Quoting from chapter two of Waking Up, by Sam Harris:
“However we propose to explain the emergence of consciousness—be it in biological, functional, computational, or any other terms—we have committed ourselves to this much: First there is a physical world, unconscious and seething with unperceived events; then, by virtue of some physical property or process, consciousness itself springs, or staggers, into being. This idea seems to me not merely strange but perfectly mysterious. That doesn’t mean it isn’t true. When we linger over the details, however, this notion of emergence seems merely a placeholder for a miracle” (56).
“The fact that the universe is illuminated where you stand— that your thoughts and moods and sensations have a qualitative character in this moment —is a mystery, exceeded only by the mystery that there should be something rather than nothing in the first place” (79).
These extraordinary statements by Sam Harris (however qualified by him elsewhere) point to a line of demarcation between two fundamentally different orientations towards humanity and our place in the universe–namely, the line separating those who do not acknowledge the hard problem of consciousness from those who do. On the one hand are those physicalists who see time, space, matter, and energy as primary– and who are quick to dismiss consciousness as an epiphenomenon (if not eliminating it entirely–ostensibly as some kind of illusion); and on the other hand are various and sundry points of view advocated by those who continue to recognize the qualitative aspect of reality as equally (if not more) important to that which can be objectively measured and quantified under the umbrella of the natural sciences. In Waking Up, Sam Harris does acknowledge this problem and, despite certain misgivings, decides to employ such terms as spiritual, mystical, contemplative, and transcendent “without further apology”(7).
For the physicalist, reality is reduced to natural history and cosmology as it is observed and deduced to be unfolding in time– horizontally, as it were –based exclusively on that which seems empirically verifiable. From this point of view, the meaning and purpose of human existence, if not denied entirely, is limited to the degree of satisfaction that we experience, over time, as we pursue any number of finite goals–be they passing pleasures or (relatively speaking) more enduring projects. For the non-physicalist, on the other hand (i.e. any point of view that acknowledges the hard problem of consciousness) reality retains an element of transcendence, together with the potential, at least, for a kind of vertical realization which recognizes and honors the light of awareness and realizes the dignity of Being as an end in itself. [Note: It has been brought to my attention that some physicalists do acknowledge the hard problem and that Sam Harris may fall into this category (look for type-B materialists in this article by David Chalmers). This does not effect the general point I am making about the relevance of this problem to our consideration of the light of awareness and the dignity of Being.]
As I see it, the naturalistic world of the physicalist– unfolding, as it does, merely on the horizontal plane –is a misleading representation which offers only a limited and (ultimately) impoverished view of reality (i.e. it merely documents the way in which reality appears to unfold from the standpoint of our analytic minds and our ego’s instrumental use of reason). The real world, on the other hand (i.e. the qualitative world which is acknowledged by a wide variety of other, non-physicalistic perspectives) retains a vertical aspect which reflects the timeless truth of transcendental awareness– an aspect of reality that may also be referred to as Reason or Spirit (in the broadest sense of the Word ) –and which somehow transcends the unfolding of empirical subjects and objects in space and time. This vertical dimension of reality is, as I see it, prior to (and a condition for the possibility of) the horizontal. Nevertheless, we are quite naturally tempted to mistake the horizontal dimension for the whole of reality and thereby to neglect that which has been variously referred to (by Boris Mouravieff, for example) as the Real Present and (by Paul Tillich and others) as the Eternal NOW. While most readers will have heard of Eckhart Tolle’s book, The Power of Now, the Quaker author Thomas Kelly wrote in much the same vein two generations earlier:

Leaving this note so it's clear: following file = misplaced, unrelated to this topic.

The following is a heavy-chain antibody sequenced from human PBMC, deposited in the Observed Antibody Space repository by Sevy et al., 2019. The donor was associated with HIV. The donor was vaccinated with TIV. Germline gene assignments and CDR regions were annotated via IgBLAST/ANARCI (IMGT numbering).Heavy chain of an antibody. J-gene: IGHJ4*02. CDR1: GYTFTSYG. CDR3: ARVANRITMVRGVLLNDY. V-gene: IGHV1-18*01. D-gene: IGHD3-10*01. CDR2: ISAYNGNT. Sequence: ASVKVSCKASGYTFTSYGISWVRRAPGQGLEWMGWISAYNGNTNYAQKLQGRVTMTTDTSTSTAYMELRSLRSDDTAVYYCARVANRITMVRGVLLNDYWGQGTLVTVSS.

The Now is no mere nodal point between the past and the future. It is the seat and region of the Divine Presence itself…. The Now contains all that is needed for the absolute satisfaction of our deepest cravings…. In the Now we are at home at last.” (Thomas Kelly, “A Testament of Devotion”)
And without implying any endorsement of his overall philosophy, it seems to me that another facet of this richer, more comprehensive point of view is very adequately formulated by Rudolf Steiner as follows–namely, that there is, in transcendental awareness, a deep and very profound intelligence in which we participate:
“…thinking must never be regarded as merely a subjective activity. Thinking lies beyond subject and object. It produces these two concepts just as it produces all others. When, therefore, I, as thinking subject, refer a concept to an object, we must not regard this reference as something purely subjective. It is not the subject that makes the reference, but thinking. The subject does not think because it is a subject; rather it appears to itself as a subject because it can think. The activity exercised by thinking beings is thus not merely subjective. Rather is it something neither subjective nor objective, that transcends both these concepts. I ought never to say that my individual subject thinks, but much more that my individual subject lives by the grace of thinking“ (from “The Philosophy of Freedom”).